Despite its geographical position at the centre of the temperate zone, Italy has rather variable climatic characteristics. This is due to the presence of the Mediterranean, whose warm waters mitigate thermal extremes, and the Alpine arc, which forms a barrier against the cold north winds. Furthermore, Italy is subject to both wet and moderate atmospheric currents from the Atlantic Ocean and dry and cold ones from eastern Europe. The Apennine chain too, confronting the wet winds from the Tyrrhenian, causes considerable climatic differences between the opposite sides of the peninsula. The differences in temperature between the winter and summer months are more marked in the northern regions than in the south and along the coasts. The mean temperatures for the month of January in the Po Plain fluctuate around zero, while in the Alpine valleys the thermometer can drop to -20º and snow can remain on the ground for many weeks. In the southern regions, instead, the mean temperatures for January remain around 10º, with the exception of the inland mountainous zones. Mean summer temperatures throughout all Italy rise to 24º-25º for July, only being lower in the highest zones. Rainfall distribution also varies considerably, due to the influence of both mountains and prevailing winds. The highest quantities are registered in the Alpine arc (over 3,000 mm pa in the Lepontine and Julian Alps) and on the Apennines (over 3,000 mm pa in the Apuan Alps). The plains, however, including that of the Po, receive scarce precipitation. Generally it is less than 800-900 mm pa but in the southern regions (Tavoliere and southern Sicily) it falls below 600 mm pa. The great internal Alpine valleys and the coastal plains of the Tyrrhenian (Maremma) and Sardinia also receive little rain. Altogether, six large climatic regions can be distinguished, mainly characterized by mountain influence. 1) An Alpine region, strongly influenced by altitude, with long cold winters and short cool summers having an elevated day-time temperature range; precipitation is more intense in the summer months, especially in the pre-Alpine belt. 2) A Po region, with continental conditions, consisting of cold and often snowy winters and warm and sultry summers; precipitation is greatest in the spring and autumn months; the climate becomes milder, however, around the pre-Alpine lakes; fog is frequent, due to the wetness of the land. 3) An Adriatic region, whose sea has lit tle influence due to the inability of its shallow waters to trap the summer heat; consequently the climate has a continental character, with its winters being dominated by cold north-east winds (bora). 4) An Apennine region, also with continental tendencies and cold snowy winters; precipitation is more intense on the Tyrrhenian slopes and is abundant in all seasons apart from the summer. 5) A Ligurian-Tyrrhenian region, with a maritime climate and heavy and frequent precipitation, which is less in the summer and distributed irregularly; the winters are cool and the annual temperature range narrow. 6) A Mediterranean region, also with a limited annual temperature range; precipitation is frequent, especially in winter, and the summers are hot and dry. The interior and mountain zones of the islands and Calabria also have an Apennine type climate due to the altitude.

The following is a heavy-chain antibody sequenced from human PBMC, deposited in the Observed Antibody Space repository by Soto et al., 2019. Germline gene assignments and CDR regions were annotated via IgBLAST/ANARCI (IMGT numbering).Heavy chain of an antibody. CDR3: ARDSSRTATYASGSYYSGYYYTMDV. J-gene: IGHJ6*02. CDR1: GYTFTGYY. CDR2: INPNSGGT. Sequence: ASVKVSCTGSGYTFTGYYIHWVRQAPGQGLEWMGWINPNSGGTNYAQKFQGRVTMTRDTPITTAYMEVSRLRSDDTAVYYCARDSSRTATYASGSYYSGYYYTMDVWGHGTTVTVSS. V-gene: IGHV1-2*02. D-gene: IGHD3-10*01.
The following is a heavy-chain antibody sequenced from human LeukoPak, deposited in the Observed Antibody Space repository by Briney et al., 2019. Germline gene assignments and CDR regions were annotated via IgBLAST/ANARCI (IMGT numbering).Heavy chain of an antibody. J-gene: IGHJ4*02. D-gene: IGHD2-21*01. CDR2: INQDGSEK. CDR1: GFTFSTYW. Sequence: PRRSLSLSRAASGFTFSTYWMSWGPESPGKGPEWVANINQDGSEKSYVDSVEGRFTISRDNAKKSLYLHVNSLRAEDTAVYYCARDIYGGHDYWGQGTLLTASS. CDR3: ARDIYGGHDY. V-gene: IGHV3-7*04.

The characteristics of the Italian water network are closely associated with morphological and climatic conditions. There are only a few tens of watercourses longer than 100 km, though the Po, which is also the longest of them all (652 km) has a rainwater basin almost equal to a fourth of the national territory (74,970 sq km). Other important rivers are the Adige and Piave, descending from the Alps and flowing from the north into the Po, and the Arno and Tiber, flowing through central Italy into the Tyrrhenian. The other main tributaries of the Po are the Ticino, Adda and Oglio, arising in the Alps, the Tanaro, from the Apennines, and the Reno too, though it has its mouth to the south of the Po delta. The rivers running down the Tyrrhenian slopes of the peninsula are usually longe than those of the Adriatic, because of the Apennine watershed being further to the east. The Italian waterways are little used for transport due to their rather limited and variable flow. In fact the Alpine rivers have a cycle conditioned by the winter snow cover, being high in the summer and low in the winter; while the pre-Alpine and northern Apennine source rivers are mainly rain-fed and are only full in spring and autumn. Consequently, the cycle of the Po River is the most regular and therefore best suited to navigation. The other rivers of the peninsula and islands are heavily influenced by climatic conditions, being full in winter and empty in summer. In the latter case it is not unusual for the bed to remain completely dry, as in the case of the typical fiumare in Calabria and Sicily. Italy is fairly well supplied with lakes, having several thousand natural and artificial basins of different sizes and origins. The largest and deepest occupy the bottom of the great pre-Alpine valleys at their junction with the Po Plain (from Lake Orta to Lake Garda, which is the largest of all, while Lake Como is the deepest) and they were all excavated by Pleistocene glaciers. Also along the Apennine spine there are fairly frequent large lakes, such as Trasimeno the remains of an older lake that together with others occupied the bottom of the internal basins of the peninsula. The numerous small lakes scattered inside the spent craters of Latium and Campania are volcanic in origin. The coastal plains of the Tyrrhenian, Adriatic and large islands contain basins that are sometimes extensive and derived from lagoons. Furthermore, the Italian Alpine slopes, above 2,800 m., contain about a thousand glaciers. Some of these are of a considerable size, such as the Miage Glacier, which is some 10 km long and descends the southern slope of Mont Blanc in Valle d'Aosta. The glaciers are especially important for their function as water reserves, providing as they do a constant supply for the Alpine rivers. The central Apennines also have a small glacier, under the northern walls of the Corno Grande (Gran Sasso). Finally, Italy's water system is completed by the many underground water bearing strata of the numerous limestone karst massifs in the pre-Alps and Apennines. These produce springs bearing a considerable volume (as that of the Peschiera in Latium or the Sele in Campania, etc.). In addition, there are those reaching to varying depths under the Po Plain and the other alluvial plains.